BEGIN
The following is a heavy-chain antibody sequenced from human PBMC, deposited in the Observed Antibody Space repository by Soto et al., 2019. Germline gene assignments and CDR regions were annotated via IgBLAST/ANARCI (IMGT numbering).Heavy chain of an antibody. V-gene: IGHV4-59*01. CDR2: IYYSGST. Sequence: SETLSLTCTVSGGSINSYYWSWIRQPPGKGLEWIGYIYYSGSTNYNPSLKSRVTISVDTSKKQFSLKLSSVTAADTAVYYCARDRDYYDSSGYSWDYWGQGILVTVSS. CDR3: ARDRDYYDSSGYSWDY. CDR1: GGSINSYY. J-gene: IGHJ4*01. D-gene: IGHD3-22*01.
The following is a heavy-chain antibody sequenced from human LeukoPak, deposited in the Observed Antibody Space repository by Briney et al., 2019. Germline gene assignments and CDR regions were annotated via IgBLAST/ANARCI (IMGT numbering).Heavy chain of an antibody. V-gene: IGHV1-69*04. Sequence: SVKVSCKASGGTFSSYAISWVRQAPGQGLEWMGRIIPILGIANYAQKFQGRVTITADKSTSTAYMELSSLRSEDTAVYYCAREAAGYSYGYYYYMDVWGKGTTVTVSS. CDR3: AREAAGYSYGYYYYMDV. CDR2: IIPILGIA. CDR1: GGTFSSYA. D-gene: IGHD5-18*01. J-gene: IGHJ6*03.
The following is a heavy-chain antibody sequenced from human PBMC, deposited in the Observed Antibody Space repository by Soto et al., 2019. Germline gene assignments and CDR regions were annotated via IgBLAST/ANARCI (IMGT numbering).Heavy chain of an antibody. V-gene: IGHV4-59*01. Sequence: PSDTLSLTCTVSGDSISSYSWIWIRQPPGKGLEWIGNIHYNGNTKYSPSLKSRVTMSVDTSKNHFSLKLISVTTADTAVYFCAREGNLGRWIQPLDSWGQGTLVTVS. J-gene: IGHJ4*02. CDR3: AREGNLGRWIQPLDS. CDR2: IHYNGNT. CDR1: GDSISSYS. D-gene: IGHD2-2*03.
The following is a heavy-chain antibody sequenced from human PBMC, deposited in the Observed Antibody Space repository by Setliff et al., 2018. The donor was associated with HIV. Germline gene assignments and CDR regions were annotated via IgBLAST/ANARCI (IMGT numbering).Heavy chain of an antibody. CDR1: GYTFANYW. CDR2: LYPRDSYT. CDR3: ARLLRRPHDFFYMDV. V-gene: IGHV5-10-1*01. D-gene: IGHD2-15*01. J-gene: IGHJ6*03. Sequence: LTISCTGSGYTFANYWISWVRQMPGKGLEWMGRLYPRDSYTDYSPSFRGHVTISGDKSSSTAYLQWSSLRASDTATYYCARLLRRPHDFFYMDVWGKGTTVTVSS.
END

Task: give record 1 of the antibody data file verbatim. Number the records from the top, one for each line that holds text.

The following is a heavy-chain antibody sequenced from human PBMC, deposited in the Observed Antibody Space repository by Soto et al., 2019. Germline gene assignments and CDR regions were annotated via IgBLAST/ANARCI (IMGT numbering).Heavy chain of an antibody. V-gene: IGHV4-59*01. CDR2: IYYSGST. Sequence: SETLSLTCTVSGGSINSYYWSWIRQPPGKGLEWIGYIYYSGSTNYNPSLKSRVTISVDTSKKQFSLKLSSVTAADTAVYYCARDRDYYDSSGYSWDYWGQGILVTVSS. CDR3: ARDRDYYDSSGYSWDY. CDR1: GGSINSYY. J-gene: IGHJ4*01. D-gene: IGHD3-22*01.